The nation’s economic difficulties are felt in many ways. Some of the pain is measured by numbers on the front pages of newspapers—monthly unemployment figures and home foreclosure reports, for example. But other effects are less noticeable from a distance. Cassandra Sheets, L.M.S.W., gets close enough to notice as a fellow of Ladder to Leadership: Developing the Next Generation of Community Health Leaders, a program of the Robert Wood Johnson Foundation, in collaboration with the Center for Creative Leadership.
Sheets is the CEO of the Center for Family Life and Recovery (CFLR) in Utica, New York—a role she took on just a few months ago, when the Mohawk Valley Council on Alcoholism/Addictions and Family Services of the Mohawk Valley merged. The new organization provides a range of prevention, treatment-support and recovery services to individuals and families.
Such services are always in demand, but the nation’s economic difficulties have made the need more pressing. “We are finding and hearing from clients every day that the stressors continue to compound as they try to make ends meet,” Sheets says. “We try to be responsive. Our aggression reduction program for youth and adults, for example, helps them put the challenges into perspective while providing healthy alternatives and choices. Our employee assistance program helps people find the help they need to keep their jobs, and remain healthy employees and family members. And our prevention program works with youth and adults to provide information on what they can do to make healthy choices despite the sometimes unhealthy environments they live in.”
The same economic challenges affect CFLR’s funding, as well. Indeed, one of several reasons for the merger was to secure the funding base for the organizations’ programs as the economic recovery limps along. Neither organization faced imminent financial peril, but Sheets and other organizational leaders hoped to build long-term security. “We saw a merger as a great way to stretch our dollars, as well as a way to build stronger programs for our clients,” Sheets says. “In that way, we really want to be a role model for agencies, urging them to partner with one another so as to make services more accessible and affordable.”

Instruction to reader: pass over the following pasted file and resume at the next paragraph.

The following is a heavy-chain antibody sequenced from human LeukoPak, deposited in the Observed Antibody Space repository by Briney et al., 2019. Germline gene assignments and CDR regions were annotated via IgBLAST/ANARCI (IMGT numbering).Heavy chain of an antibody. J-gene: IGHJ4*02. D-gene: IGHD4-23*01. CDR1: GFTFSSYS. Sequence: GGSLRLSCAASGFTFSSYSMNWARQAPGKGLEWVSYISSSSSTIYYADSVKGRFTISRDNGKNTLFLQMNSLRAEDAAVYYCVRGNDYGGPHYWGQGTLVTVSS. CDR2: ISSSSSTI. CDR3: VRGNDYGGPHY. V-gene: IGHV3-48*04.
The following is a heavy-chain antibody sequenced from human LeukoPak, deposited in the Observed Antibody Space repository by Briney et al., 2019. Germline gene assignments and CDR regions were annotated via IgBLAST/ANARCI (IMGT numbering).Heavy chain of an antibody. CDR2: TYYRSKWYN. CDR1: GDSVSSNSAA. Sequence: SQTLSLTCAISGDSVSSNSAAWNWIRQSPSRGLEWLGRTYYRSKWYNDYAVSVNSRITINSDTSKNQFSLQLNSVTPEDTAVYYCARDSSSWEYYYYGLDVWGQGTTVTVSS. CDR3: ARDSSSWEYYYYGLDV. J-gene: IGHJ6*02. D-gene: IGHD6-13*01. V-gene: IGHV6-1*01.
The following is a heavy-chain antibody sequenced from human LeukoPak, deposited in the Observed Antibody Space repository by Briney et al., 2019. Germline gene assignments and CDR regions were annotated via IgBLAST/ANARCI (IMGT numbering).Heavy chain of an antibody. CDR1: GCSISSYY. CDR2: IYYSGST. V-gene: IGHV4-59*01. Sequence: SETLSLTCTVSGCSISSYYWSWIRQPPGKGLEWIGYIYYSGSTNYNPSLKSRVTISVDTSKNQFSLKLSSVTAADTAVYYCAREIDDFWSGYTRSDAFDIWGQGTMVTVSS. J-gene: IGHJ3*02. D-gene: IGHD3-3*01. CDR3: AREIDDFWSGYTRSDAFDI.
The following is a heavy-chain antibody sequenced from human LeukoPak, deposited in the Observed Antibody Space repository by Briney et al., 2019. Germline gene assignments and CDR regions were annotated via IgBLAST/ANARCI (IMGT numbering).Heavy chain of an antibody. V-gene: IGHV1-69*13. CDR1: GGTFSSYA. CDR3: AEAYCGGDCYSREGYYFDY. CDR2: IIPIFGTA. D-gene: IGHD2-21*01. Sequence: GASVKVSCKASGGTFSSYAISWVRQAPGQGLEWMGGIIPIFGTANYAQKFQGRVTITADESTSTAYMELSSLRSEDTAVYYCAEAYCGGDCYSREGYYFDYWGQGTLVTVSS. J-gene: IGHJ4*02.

But the merger is not a fiscal panacea: CFLR recently had to stop offering income-based sliding-scale fees for its general individual and family counseling services at two of its sites, after losing funding from the local United Way.
The new organization is also dealing with the various strains that come with refining its mission, merging staff and systems, and more. Sheets credits the Ladder to Leadership program with helping her develop the skills to steer the organization through this challenging period in its young, post-merger life. “It gave me great confidence that I could lead this effort and move it forward,” she says. “For me, at least, it was really a life transformation on many levels, not just in terms of leadership, but also individually.”
Ladder to Leadership: Developing the Next Generation of Community Health Leaders is a collaborative initiative of the Robert Wood Johnson Foundation and the Center for Creative Leadership. The program works to enhance the leadership capacity of community-based nonprofit health and health-related organizations serving vulnerable populations. Ladder to Leadership focuses on developing critical leadership competencies through an innovative leadership development curriculum. The program focuses on eight priority communities around the country.